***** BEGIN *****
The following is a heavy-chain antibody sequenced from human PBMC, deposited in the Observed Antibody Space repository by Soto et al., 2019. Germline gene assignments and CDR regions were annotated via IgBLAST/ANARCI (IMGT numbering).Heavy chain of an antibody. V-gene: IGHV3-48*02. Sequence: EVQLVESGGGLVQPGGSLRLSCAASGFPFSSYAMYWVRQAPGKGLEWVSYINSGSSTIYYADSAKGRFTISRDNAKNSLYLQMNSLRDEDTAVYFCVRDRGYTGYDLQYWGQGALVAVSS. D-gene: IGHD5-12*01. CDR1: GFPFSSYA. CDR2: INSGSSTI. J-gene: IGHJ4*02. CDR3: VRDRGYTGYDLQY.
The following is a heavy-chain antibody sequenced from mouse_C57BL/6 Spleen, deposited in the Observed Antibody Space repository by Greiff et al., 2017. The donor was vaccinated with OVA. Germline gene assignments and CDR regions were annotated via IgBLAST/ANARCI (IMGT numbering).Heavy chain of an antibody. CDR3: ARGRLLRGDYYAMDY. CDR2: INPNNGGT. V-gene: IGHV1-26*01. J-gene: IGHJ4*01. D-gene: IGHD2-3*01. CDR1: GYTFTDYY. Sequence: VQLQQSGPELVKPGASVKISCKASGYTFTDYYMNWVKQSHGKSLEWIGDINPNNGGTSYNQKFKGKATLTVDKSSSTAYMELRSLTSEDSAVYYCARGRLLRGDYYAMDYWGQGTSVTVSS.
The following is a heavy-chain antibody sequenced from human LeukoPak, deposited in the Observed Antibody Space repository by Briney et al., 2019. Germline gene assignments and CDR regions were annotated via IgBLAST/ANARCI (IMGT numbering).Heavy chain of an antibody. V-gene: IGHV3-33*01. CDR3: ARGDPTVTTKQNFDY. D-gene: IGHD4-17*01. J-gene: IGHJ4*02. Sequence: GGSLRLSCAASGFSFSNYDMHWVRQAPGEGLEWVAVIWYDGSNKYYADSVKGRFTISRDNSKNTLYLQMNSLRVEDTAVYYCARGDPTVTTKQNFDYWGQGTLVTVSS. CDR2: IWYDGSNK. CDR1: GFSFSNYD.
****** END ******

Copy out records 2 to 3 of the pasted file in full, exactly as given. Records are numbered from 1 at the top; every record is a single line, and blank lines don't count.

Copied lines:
The following is a heavy-chain antibody sequenced from mouse_C57BL/6 Spleen, deposited in the Observed Antibody Space repository by Greiff et al., 2017. The donor was vaccinated with OVA. Germline gene assignments and CDR regions were annotated via IgBLAST/ANARCI (IMGT numbering).Heavy chain of an antibody. CDR3: ARGRLLRGDYYAMDY. CDR2: INPNNGGT. V-gene: IGHV1-26*01. J-gene: IGHJ4*01. D-gene: IGHD2-3*01. CDR1: GYTFTDYY. Sequence: VQLQQSGPELVKPGASVKISCKASGYTFTDYYMNWVKQSHGKSLEWIGDINPNNGGTSYNQKFKGKATLTVDKSSSTAYMELRSLTSEDSAVYYCARGRLLRGDYYAMDYWGQGTSVTVSS.
The following is a heavy-chain antibody sequenced from human LeukoPak, deposited in the Observed Antibody Space repository by Briney et al., 2019. Germline gene assignments and CDR regions were annotated via IgBLAST/ANARCI (IMGT numbering).Heavy chain of an antibody. V-gene: IGHV3-33*01. CDR3: ARGDPTVTTKQNFDY. D-gene: IGHD4-17*01. J-gene: IGHJ4*02. Sequence: GGSLRLSCAASGFSFSNYDMHWVRQAPGEGLEWVAVIWYDGSNKYYADSVKGRFTISRDNSKNTLYLQMNSLRVEDTAVYYCARGDPTVTTKQNFDYWGQGTLVTVSS. CDR2: IWYDGSNK. CDR1: GFSFSNYD.